BAGHDAD, Iraq, (AP) – The Iraqi government on Thursday ordered Arabic satellite network Al-Arabiya to shut down its Baghdad operations for one month, state television reported. Al-Arabiya said Iraqi police later arrived at its offices to enforce the order.
The other pan-Arab satellite network, Al-Jazeera, had its office in the capital closed two years ago.
Al-Arabiya, which is based in Dubai, United Arab Emirates, at first said its headquarters had not yet been informed of a ban, but later said on live television that police had arrived at its Baghdad offices to close its operations down.
The order apparently was issued by Prime Minister Nouri al-Maliki’s Cabinet.
“We have not officially been informed about the banning and we do not know the causes. Only the cabinet knows the causes,” said Jawad Hatab, the Al-Arabiya bureau chief in Baghdad.
In July, al-Maliki warned television stations against broadcasting video that could undermine Iraq’s stability.
A statement by al-Maliki’s office cited news reports that “capitalize on the footage of victims of terrorist attacks.” He called on media outlets to “respect the dignity of human beings and not to fall in the trap set up by terrorist groups who want to petrify the Iraqi people.”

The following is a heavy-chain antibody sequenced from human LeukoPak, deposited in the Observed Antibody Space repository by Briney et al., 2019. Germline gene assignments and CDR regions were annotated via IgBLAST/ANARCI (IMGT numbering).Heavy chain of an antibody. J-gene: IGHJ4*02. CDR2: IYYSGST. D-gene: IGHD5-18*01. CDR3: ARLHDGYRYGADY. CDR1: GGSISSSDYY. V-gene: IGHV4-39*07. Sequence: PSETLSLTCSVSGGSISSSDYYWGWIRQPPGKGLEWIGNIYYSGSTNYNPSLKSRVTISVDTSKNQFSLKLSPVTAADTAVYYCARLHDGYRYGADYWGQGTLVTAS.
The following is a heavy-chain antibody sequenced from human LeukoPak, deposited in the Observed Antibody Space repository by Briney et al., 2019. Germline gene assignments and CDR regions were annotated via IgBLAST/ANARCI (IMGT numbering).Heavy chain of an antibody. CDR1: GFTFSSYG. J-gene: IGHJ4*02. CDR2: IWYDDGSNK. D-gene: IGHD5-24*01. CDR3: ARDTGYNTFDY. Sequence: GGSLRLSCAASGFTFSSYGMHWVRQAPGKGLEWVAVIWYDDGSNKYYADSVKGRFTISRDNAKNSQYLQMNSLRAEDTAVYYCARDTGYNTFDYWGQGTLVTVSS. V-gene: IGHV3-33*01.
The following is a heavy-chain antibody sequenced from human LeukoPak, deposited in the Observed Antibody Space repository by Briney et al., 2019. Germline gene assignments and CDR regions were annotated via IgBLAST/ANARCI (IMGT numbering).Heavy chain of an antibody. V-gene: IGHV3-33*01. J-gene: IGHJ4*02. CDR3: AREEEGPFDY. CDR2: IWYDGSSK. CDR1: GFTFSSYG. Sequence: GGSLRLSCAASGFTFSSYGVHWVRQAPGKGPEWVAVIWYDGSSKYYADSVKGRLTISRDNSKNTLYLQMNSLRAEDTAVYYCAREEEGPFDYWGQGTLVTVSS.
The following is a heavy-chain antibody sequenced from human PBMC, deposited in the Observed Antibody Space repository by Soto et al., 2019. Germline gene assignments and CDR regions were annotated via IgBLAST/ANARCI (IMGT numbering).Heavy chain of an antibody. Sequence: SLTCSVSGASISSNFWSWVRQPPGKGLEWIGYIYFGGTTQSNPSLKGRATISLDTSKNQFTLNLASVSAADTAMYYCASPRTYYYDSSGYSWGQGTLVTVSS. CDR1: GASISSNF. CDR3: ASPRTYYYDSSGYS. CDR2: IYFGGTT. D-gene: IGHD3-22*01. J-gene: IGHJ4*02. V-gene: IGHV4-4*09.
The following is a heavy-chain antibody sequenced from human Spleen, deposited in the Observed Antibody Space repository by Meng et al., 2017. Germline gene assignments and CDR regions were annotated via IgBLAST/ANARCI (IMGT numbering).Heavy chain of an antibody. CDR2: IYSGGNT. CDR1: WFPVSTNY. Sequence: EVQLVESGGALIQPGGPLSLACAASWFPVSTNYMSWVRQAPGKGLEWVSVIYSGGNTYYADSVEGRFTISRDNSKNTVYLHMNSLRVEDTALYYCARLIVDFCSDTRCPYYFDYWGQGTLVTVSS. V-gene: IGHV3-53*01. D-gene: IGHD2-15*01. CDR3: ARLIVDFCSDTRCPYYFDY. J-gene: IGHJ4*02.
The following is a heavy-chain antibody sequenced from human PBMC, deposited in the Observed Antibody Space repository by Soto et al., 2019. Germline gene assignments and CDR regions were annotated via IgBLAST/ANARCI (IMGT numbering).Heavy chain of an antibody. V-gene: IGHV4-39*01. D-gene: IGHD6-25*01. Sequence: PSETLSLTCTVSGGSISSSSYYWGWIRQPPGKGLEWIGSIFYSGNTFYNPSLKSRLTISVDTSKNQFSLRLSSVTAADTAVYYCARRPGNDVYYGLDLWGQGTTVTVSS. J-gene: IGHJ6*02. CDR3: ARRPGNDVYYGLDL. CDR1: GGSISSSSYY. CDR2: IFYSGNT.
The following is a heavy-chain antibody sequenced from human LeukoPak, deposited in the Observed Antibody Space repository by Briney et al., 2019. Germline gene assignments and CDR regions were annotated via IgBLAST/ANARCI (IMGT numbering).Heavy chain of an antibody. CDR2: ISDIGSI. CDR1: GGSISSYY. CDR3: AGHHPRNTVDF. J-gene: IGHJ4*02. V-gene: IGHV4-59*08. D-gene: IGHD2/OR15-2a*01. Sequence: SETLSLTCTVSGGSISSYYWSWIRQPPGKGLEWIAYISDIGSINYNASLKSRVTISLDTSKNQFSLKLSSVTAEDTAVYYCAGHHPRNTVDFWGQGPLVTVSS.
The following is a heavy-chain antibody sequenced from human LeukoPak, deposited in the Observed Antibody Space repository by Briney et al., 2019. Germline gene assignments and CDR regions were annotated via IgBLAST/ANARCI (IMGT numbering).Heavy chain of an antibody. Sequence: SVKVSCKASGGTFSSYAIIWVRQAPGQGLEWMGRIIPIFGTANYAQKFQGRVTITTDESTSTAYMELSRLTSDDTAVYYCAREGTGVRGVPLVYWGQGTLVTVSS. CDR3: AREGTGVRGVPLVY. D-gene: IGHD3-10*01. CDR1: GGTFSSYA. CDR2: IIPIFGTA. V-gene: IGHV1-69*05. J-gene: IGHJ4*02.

The statement said TV stations should uphold the code of media ethics, or else the government will take legal action against them.
The New York-based Committee to Protect Journalists — an independent group monitoring press freedom worldwide — condemned the decision to close the Al-Arabiya bureau.
“The arbitrary closure of Al-Arabiyas Baghdad bureau flies in the face of the Iraqi governments promise to uphold freedom of the press,” CPJ Executive Director Joel Simon said. “We call on Prime Minister Nouri al-Maliki to rescind this ban immediately.”
In November 2003, the U.S.-appointed Governing Council banned Al-Arabiya from reporting from Baghdad after it aired an audio tape said to be from Saddam Hussein, who was still at large at the time. The station was allowed to resume its work shortly afterward.
The Iraqi government closed the Baghdad news office of Al-Jazeera television in August 2004, accusing the station of inciting violence. The office is still closed but the station operates in the Kurdish-ruled area of the north.
At one time or another, Al-Jazeera has had bureaus closed in 18 countries and its signal blocked in 30.
President Bush and Defense Secretary Donald H. Rumsfeld also have criticized the Qatar-based station, accusing it of fueling anti-American sentiment and giving terrorists a podium. Al-Jazeera says it deals with tapes purely on the basis of news value.